Dataminr is a service for companies who want “real-time information discovery” and serves many companies who require analytical type data including Twitter. These types of services aren’t anything new, collecting data on users isn’t anything new either. Even before we had computers or the Internet, marketing companies have always tried to analyze and understand what consumers are buying or using and what they want to buy or use. This is a normal practice and one that can be helpful to both consumer and producer. But there are also other entities who want to know more about you, the federal government.
USA Today is reporting that Twitter has asked Dataminr to block the federal government from accessing any of Twitter’s results from the service. Twitter is distancing itself from federal investigations by not allowing the feds to access their data, which Twitter says has been a long-standing policy anyway.
New York-based Dataminr did not immediately respond to a message seeking comment. Twitter said Dataminr uses public tweets to sell breaking news alerts to media organizations and government agencies such as the World Health Organization “for non-surveillance purposes.”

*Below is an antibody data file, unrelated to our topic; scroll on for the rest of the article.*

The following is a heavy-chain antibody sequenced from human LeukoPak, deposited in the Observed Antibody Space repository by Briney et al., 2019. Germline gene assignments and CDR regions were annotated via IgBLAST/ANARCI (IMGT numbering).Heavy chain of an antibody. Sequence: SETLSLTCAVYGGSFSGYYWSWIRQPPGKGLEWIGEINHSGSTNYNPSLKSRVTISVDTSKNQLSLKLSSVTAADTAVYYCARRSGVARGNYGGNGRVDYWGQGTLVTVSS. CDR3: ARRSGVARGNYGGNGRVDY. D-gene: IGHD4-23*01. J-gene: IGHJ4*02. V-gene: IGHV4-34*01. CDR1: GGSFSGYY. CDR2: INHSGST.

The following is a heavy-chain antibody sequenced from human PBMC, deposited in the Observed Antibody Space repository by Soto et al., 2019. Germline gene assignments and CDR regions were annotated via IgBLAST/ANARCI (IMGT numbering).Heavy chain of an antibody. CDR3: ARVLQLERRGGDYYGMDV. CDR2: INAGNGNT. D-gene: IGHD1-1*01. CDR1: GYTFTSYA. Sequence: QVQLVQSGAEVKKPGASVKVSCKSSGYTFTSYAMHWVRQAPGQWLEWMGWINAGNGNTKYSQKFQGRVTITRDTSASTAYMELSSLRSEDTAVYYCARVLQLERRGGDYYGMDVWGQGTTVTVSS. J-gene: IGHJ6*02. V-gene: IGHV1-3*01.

“We have never authorized Dataminr or any third party to sell data to a government or intelligence agency for surveillance purposes. This is a longstanding Twitter policy, not a new development,” the company said.
Twitter quite rightly declining to serve as extension of US spy agencies. https://t.co/iKpVTC11D3
— Jameel Jaffer (@JameelJaffer) May 9, 2016
Twitter has a vested interest in Dataminr with a 5% stake in the company so this request might actually extend throughout the entire service. With the recent iPhone case and privacy and security continuing to be a hot topic, it’s easy to see why Twitter wants to put some space between the watchers and its service. Head over to the source link to read more details about Dataminr and Twitter’s decision.
What do you think about Twitter pulling the plug on the feds? Let us know your thoughts in the comments below or on Facebook, Twitter or Google+.Source: USA Today